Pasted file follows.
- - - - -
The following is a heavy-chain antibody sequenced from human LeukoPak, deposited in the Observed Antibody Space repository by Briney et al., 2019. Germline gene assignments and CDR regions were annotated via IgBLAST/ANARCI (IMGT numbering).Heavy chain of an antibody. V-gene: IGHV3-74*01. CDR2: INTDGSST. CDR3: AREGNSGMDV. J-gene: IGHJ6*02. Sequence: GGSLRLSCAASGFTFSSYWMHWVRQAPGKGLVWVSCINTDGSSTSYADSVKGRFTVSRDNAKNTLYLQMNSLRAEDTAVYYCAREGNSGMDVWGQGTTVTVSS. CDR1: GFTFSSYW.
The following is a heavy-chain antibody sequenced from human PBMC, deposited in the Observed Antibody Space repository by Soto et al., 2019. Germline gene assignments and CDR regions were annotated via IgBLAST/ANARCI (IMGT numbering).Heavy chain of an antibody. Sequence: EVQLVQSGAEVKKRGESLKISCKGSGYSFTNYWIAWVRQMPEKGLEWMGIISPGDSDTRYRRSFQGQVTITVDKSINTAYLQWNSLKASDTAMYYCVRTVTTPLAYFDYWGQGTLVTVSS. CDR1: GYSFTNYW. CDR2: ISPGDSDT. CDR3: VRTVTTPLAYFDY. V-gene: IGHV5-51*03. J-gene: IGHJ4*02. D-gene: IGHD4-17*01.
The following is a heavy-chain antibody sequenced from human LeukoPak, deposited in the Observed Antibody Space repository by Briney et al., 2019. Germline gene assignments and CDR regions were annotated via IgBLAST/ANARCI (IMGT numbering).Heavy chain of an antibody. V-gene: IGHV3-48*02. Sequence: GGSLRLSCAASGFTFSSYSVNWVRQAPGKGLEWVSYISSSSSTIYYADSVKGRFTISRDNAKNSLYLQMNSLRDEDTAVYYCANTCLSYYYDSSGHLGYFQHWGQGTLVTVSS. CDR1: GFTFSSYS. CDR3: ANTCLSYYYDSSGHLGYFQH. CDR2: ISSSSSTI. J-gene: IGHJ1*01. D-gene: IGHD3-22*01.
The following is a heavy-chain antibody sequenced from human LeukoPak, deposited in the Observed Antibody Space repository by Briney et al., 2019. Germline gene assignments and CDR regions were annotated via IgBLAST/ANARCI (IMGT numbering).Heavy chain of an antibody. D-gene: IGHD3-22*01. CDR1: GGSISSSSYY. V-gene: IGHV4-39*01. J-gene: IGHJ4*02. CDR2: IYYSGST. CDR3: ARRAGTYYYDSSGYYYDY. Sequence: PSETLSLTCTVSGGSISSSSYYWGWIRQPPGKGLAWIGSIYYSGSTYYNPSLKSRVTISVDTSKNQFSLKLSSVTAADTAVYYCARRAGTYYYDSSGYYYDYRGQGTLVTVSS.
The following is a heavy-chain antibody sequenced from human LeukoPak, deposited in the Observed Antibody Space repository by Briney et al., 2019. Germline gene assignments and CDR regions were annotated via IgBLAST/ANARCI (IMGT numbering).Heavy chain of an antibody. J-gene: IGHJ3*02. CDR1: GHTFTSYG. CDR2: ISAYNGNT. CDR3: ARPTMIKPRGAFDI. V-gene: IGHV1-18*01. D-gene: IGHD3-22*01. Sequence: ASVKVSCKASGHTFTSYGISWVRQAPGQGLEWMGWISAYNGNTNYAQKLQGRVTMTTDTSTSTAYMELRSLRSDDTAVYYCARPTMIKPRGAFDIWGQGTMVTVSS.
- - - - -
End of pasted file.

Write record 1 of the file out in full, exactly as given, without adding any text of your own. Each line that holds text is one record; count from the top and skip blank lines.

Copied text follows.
The following is a heavy-chain antibody sequenced from human LeukoPak, deposited in the Observed Antibody Space repository by Briney et al., 2019. Germline gene assignments and CDR regions were annotated via IgBLAST/ANARCI (IMGT numbering).Heavy chain of an antibody. V-gene: IGHV3-74*01. CDR2: INTDGSST. CDR3: AREGNSGMDV. J-gene: IGHJ6*02. Sequence: GGSLRLSCAASGFTFSSYWMHWVRQAPGKGLVWVSCINTDGSSTSYADSVKGRFTVSRDNAKNTLYLQMNSLRAEDTAVYYCAREGNSGMDVWGQGTTVTVSS. CDR1: GFTFSSYW.